Interim Department of Labor Report Released

December 3, 2008

The Department of Labor released its Interim Progress Report #6 on the Implementation of PL 15-108 to the CNMI Legislature.  You can read it here. The report raises several questions and concerns.

The report attempts to clarify previous statements made by the Deputy Secretary regarding the increase in fees. Previously the Saipan Tribune reported:
In a press statement, Kaipat defended the fee increase, saying employers must help pay for the department's new efficient processing system.

“We funded and proved out the new Web site first, and then we changed the fee structure so we could continue operating it. We provided a much faster and more efficient alternative to job vacancy announcements. After everyone was satisfied with the way that the Web site worked, we proposed a fee increase to pay for it. Under this fee structure, the employers who benefit from the less expensive Web site alternative are the ones who contribute to pay for its upkeep,” she said.

She also said the Labor Department continues to upgrade the software for processing applications, which first rolled out in February 2008, and this costs money.

“We went from an enormous backlog in processing to a situation today in which we are virtually current on a day-to-day basis. The cost of the new processing system is also rolled into the application fee,” she said.

Further, she said, the Labor Department spent money on employment services by hiring new personnel to assist local citizens find jobs. “This is a critical function in the current difficult economic circumstances. The Labor Department cannot draw on Commonwealth resources anymore. We have to fund our operations through fees,” she added.
Both the Marianas Variety and the Saipan Tribune reported that the increase in fees would bring in an estimated $750,000.  The company contracted to maintain the website issued this statement in a letter to the editor

In regards to the article, “Fee increase intended to fund Labor’s Web site,” published in the Saipan Tribune on Nov. 14, 2008, I would like to clarify that billings to the department for website maintenance, design and hosting account for less than .007 percent of the total amount mentioned in the article.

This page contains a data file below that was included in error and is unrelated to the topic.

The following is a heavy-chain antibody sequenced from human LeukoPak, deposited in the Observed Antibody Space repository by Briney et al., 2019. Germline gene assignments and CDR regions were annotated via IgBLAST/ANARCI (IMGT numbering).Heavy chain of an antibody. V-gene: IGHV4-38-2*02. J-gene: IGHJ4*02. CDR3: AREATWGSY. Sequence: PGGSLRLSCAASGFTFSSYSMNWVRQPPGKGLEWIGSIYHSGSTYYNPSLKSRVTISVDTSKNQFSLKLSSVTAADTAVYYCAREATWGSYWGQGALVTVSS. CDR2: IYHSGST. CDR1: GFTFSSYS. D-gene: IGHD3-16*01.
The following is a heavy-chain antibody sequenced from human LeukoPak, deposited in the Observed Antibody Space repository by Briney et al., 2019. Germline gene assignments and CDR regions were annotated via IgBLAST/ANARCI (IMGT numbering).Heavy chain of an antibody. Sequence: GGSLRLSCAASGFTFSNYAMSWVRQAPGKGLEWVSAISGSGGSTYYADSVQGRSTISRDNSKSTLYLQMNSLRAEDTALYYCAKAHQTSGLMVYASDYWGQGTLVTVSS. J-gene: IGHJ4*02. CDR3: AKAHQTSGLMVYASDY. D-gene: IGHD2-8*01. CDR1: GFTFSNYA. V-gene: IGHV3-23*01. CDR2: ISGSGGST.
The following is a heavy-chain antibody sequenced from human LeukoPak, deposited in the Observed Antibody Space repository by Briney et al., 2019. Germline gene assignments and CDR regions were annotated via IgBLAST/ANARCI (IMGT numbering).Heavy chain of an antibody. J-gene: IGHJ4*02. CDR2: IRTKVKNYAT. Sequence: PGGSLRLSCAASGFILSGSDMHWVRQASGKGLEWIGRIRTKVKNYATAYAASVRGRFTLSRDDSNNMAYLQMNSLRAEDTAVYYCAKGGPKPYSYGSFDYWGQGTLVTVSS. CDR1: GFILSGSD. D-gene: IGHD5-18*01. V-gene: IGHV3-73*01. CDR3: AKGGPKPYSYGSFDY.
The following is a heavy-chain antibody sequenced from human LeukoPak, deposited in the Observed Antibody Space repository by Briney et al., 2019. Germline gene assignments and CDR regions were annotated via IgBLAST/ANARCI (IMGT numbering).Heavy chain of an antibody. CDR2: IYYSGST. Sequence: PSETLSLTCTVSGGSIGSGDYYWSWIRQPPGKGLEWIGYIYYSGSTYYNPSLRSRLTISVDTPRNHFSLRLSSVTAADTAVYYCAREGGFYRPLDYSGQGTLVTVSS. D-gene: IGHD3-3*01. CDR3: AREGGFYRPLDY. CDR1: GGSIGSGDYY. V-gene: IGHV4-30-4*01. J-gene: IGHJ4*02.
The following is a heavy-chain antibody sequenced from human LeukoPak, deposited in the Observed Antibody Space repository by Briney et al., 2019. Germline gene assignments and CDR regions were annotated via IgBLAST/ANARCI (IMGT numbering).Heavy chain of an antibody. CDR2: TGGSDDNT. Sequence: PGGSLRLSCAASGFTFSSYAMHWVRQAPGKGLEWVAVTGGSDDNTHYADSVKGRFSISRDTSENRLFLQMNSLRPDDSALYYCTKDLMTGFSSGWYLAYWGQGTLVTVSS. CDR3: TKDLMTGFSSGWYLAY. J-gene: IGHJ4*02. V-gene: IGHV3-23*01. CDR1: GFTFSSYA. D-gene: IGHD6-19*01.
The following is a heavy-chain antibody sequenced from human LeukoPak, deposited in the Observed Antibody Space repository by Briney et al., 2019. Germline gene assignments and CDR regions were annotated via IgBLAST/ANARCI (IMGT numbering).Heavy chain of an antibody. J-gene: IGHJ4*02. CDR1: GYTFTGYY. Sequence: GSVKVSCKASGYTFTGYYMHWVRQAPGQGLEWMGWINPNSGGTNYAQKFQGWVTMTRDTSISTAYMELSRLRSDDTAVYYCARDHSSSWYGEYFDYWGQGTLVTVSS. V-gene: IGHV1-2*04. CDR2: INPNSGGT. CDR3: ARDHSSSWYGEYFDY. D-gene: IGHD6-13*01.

Ron Smith
President, Angil Design, I

In the interim report, the Deputy Secretary says that the estimate was faulty:
The media coverage of the new fees was inaccurate because it was drawn to their attention in an inflammatory way. Three parts of their coverage were wrong. First, the total increase in fees does not bring $750,000 in new revenues. The reporter forgot that only business applications (not all applications) are charged the new fee.
However, the report fails to state what the true estimate of new revenue for the CNMI will be. 

The report also clarifies that the fees will actually be going into the General Fund:
"The fees charged for labor applications are not just for Departmental operations and the fee increase was not just for the new website. The fees charged for labor applications cover two sets of costs: (1) the entire cost of operations of the Labor Department (not just the website, which is a relatively minor cost); and (2) the estimated cost for health care, police, and other services attributed to having foreign workers in the Commonwealth. The original idea behind the application fees was to ensure that employers were paying the real cost of the presence of foreign workers in the Commonwealth, even though these costs must necessarily be estimated.
Some have claimed that the labor fees were increased to fund the federal lawsuit that Governor Fitial filed in September to stop federalization laws.

The report includes a paragraph on overstayers.  It states that DOL believes there are 900 to 950 overstayers. The most recent list of overstayers published this week contained two alien workers who were deceased, according to reports from guest workers.

A statement in the paragraph regarding orientation sessions for new employees stood out: "The new workers do not get their passports back until they complete orientation and their documents are checked out at Labor." I was surprised to learn that DOL takes the passports of incoming aliens.

The paragraph regarding the reduction of TWAs is also of concern. It states:
When workers file cases in federal or Commonwealth courts, the Labor Department asks for a court order if the worker is to be permitted to remain in the Commonwealth while out of status. We allow workers who have filed cases with the EEOC, NLRB, and U.S. Labor to obtain TWAs without any affirmative action from the adjudicating agency, but we are considering changing that policy. The EEOC
alone has more than 100 pending cases from the CNMI that were filed in 2006 and prior years and they have no estimate when they might reach these cases.
We all know that once a guest worker exits the CNMI, it is extremely unlikely that he/she can return to pursue a case. The workers stand a much better chance of receiving justice if they are in the CNMI to pursue the case. The report also does not mention how this policy would be changed or when.